If You Are Also Searching For True Happiness You Must Listen This To be Happy. So Stop Trying To be Happy Do These Things Instead.
When the pandemic first started, I figured out what would make me happy and get me through it…having a car.
And then I got the car and as I drove home sat in traffic, searched for parking, my happiness faded…fast.
The car didn’t actually make me as I’d expected, because the greener grass came with parking problems, toll booth tags, and car insurance.
Sure, I was getting more freedom to get out safely, but at what cost?
I think I wanted a car because I thought it would allow me to have a lot more fun? To do cooler things, to see places, just to
It would be better for my mental health, and it would make me happier.
I thought it would make me happier. This got me thinking about our collective
pursuit of happiness and all the books and movies that ask us: What Makes Us Happy?
How many want to know what the secret to happiness
But what if we’re asking the wrong question?
What if the pursuit of happiness is a road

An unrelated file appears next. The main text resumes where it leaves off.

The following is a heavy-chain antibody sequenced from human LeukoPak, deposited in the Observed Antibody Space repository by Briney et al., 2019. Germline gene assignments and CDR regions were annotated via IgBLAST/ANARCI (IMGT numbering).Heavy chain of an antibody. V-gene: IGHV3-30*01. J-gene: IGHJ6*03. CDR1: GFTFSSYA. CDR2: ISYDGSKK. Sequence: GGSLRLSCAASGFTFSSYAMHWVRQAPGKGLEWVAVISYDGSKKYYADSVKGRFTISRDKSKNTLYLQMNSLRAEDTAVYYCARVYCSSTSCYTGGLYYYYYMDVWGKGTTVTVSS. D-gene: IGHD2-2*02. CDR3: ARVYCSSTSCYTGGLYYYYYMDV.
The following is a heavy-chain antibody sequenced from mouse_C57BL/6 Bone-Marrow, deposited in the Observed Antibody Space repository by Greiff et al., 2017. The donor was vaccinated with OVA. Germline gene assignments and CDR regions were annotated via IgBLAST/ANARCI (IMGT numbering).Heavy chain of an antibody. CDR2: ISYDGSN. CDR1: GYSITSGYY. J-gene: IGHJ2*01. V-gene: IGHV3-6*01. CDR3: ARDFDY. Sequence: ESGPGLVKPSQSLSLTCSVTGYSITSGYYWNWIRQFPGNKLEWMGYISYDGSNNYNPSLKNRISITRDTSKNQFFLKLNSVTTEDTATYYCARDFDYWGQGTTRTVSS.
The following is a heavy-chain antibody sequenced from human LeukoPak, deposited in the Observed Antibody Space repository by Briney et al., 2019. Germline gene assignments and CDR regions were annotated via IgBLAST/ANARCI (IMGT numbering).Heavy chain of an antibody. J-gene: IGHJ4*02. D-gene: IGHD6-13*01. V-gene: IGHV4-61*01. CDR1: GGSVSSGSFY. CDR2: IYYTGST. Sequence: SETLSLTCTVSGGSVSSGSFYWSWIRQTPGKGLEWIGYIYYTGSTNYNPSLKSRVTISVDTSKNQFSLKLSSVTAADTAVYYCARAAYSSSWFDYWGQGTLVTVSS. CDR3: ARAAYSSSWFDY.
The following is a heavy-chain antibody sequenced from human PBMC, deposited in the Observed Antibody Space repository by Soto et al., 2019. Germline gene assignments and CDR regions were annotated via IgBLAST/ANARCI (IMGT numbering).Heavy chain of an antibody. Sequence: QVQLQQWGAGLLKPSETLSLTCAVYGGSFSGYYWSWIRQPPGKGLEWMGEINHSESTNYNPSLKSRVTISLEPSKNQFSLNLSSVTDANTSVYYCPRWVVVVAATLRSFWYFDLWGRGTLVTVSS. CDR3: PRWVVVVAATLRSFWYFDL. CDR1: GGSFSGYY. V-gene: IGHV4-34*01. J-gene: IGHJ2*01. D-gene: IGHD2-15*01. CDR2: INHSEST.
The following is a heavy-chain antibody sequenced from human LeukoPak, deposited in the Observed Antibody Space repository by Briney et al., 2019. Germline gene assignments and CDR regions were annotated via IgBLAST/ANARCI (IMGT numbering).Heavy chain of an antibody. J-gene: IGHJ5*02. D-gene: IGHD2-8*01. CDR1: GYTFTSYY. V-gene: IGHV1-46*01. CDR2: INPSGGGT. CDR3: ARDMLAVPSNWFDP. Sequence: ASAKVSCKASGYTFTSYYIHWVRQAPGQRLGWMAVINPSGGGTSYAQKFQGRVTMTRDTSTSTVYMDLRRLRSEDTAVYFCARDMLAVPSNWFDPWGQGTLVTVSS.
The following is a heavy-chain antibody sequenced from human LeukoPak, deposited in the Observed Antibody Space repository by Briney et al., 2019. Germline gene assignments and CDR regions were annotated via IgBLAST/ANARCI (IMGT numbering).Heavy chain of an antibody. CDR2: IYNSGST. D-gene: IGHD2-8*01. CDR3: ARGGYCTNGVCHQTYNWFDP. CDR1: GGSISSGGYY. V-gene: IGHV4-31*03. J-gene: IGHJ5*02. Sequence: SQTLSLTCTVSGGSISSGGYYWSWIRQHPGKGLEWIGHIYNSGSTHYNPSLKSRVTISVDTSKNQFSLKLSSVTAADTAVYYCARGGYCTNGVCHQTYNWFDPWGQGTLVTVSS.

that leads to nowhere?
Let’s start off by defining happiness, it’s
a state of pleasure and joy that we tend to strive for to improve our well-being and satisfaction.
We often relate it to things that happen to us – like buying a new car or winning the lotto or going on an all-expenses-paid holiday.
It’s the pursuit of the perfect moment, often mused upon by self-help gurus or Instagram Influencers offering the secret recipe for
Well, in 2005, researchers published a pie chart of three things that determine your well-being and this became known as the “happiness pie.”
They estimated that 50% of our happiness is based on genetics, 10% on our circumstances, and 40% on our actions, so things under our
The simplicity of this pie was delicious and it was gobbled up by pop-science sites and authors of self-help books.
But as if often the case with things that seem too good to be true, this happiness pie has a lot of flaws.
For starters, the researchers looked at how circumstance affects happiness at the population level, looking at the big picture.
But that can be really different at an individual level.